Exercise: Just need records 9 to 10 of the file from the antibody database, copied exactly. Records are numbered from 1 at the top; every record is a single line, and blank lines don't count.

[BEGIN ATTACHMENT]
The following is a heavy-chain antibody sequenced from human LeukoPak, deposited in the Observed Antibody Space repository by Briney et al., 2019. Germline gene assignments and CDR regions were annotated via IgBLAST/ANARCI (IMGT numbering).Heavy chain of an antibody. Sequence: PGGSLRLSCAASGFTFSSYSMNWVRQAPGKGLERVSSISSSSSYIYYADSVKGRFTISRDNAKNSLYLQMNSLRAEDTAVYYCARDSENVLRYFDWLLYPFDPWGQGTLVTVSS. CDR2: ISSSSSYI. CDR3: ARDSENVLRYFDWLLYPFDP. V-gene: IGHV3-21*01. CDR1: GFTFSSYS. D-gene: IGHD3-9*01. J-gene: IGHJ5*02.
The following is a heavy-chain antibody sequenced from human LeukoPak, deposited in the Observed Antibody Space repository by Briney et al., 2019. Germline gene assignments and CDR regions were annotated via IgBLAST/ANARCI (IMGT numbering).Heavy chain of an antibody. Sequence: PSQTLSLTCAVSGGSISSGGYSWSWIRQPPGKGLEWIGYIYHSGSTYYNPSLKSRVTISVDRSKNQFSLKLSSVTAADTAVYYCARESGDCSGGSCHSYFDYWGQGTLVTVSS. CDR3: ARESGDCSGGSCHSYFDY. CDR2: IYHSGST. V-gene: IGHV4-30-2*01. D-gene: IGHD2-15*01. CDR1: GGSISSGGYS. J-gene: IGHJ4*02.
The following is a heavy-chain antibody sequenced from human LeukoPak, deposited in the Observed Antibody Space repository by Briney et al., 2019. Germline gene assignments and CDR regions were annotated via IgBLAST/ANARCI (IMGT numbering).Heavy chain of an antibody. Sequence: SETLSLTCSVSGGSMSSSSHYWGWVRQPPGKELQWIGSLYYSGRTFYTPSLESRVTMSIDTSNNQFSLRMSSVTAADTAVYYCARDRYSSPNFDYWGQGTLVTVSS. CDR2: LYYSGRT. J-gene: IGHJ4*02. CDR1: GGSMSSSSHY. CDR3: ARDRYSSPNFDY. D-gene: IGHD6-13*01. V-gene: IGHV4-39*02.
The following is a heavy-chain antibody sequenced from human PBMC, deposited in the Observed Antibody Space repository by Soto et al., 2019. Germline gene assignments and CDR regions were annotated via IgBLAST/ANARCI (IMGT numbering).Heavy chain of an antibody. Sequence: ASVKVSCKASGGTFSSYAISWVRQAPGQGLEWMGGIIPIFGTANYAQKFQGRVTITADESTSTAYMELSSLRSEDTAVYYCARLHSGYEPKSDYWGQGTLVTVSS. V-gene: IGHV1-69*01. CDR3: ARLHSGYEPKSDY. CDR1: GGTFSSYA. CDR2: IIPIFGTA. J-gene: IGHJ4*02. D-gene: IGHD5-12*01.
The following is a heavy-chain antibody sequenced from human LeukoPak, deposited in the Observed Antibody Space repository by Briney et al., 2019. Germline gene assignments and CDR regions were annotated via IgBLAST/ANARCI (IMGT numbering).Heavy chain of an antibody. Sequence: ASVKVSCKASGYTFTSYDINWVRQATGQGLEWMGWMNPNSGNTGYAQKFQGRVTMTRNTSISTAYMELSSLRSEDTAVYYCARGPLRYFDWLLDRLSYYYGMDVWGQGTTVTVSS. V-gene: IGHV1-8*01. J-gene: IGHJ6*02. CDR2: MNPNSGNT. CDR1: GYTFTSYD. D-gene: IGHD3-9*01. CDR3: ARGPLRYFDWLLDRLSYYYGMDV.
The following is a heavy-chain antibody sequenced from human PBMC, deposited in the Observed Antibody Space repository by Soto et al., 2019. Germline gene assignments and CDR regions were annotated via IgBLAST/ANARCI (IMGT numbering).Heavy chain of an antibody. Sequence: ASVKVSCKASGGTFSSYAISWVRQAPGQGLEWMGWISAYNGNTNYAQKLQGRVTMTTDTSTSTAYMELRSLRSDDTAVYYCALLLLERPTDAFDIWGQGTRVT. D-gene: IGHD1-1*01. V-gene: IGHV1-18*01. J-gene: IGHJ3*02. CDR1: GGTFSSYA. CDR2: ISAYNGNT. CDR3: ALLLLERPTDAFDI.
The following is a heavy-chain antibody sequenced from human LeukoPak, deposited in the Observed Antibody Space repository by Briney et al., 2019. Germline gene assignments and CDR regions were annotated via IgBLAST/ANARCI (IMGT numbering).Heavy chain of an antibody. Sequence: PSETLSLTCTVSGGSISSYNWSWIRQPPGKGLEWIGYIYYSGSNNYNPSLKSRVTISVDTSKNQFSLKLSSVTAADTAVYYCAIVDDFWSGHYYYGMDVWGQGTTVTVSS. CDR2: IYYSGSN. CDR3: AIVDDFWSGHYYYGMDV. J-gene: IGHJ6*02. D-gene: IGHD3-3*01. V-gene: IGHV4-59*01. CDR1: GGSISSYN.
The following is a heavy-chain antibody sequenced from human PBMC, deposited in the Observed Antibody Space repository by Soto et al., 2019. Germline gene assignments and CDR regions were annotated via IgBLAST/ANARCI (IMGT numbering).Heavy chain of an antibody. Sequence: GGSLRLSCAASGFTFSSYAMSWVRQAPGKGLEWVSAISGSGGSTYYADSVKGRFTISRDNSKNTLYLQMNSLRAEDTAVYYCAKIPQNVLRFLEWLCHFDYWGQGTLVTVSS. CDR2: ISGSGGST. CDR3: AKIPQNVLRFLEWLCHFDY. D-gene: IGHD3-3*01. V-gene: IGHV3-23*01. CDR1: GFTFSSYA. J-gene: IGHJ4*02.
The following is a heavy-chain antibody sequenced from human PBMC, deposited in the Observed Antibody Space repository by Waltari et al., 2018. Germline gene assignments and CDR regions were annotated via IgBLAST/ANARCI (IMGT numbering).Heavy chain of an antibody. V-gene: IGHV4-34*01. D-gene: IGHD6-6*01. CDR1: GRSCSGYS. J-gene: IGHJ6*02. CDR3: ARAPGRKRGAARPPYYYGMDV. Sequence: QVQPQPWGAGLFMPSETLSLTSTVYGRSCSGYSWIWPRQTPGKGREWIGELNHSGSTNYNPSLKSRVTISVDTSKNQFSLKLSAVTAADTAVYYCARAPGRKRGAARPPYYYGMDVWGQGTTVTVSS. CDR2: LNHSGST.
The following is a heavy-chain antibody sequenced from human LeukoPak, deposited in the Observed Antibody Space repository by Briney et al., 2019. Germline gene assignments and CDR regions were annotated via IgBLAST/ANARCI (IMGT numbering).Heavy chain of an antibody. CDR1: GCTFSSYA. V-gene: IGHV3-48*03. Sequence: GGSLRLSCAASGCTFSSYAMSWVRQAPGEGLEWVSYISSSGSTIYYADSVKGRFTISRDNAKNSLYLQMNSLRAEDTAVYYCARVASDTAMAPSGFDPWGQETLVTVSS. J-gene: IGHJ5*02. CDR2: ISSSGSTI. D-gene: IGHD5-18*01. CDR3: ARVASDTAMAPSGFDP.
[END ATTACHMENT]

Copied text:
The following is a heavy-chain antibody sequenced from human PBMC, deposited in the Observed Antibody Space repository by Waltari et al., 2018. Germline gene assignments and CDR regions were annotated via IgBLAST/ANARCI (IMGT numbering).Heavy chain of an antibody. V-gene: IGHV4-34*01. D-gene: IGHD6-6*01. CDR1: GRSCSGYS. J-gene: IGHJ6*02. CDR3: ARAPGRKRGAARPPYYYGMDV. Sequence: QVQPQPWGAGLFMPSETLSLTSTVYGRSCSGYSWIWPRQTPGKGREWIGELNHSGSTNYNPSLKSRVTISVDTSKNQFSLKLSAVTAADTAVYYCARAPGRKRGAARPPYYYGMDVWGQGTTVTVSS. CDR2: LNHSGST.
The following is a heavy-chain antibody sequenced from human LeukoPak, deposited in the Observed Antibody Space repository by Briney et al., 2019. Germline gene assignments and CDR regions were annotated via IgBLAST/ANARCI (IMGT numbering).Heavy chain of an antibody. CDR1: GCTFSSYA. V-gene: IGHV3-48*03. Sequence: GGSLRLSCAASGCTFSSYAMSWVRQAPGEGLEWVSYISSSGSTIYYADSVKGRFTISRDNAKNSLYLQMNSLRAEDTAVYYCARVASDTAMAPSGFDPWGQETLVTVSS. J-gene: IGHJ5*02. CDR2: ISSSGSTI. D-gene: IGHD5-18*01. CDR3: ARVASDTAMAPSGFDP.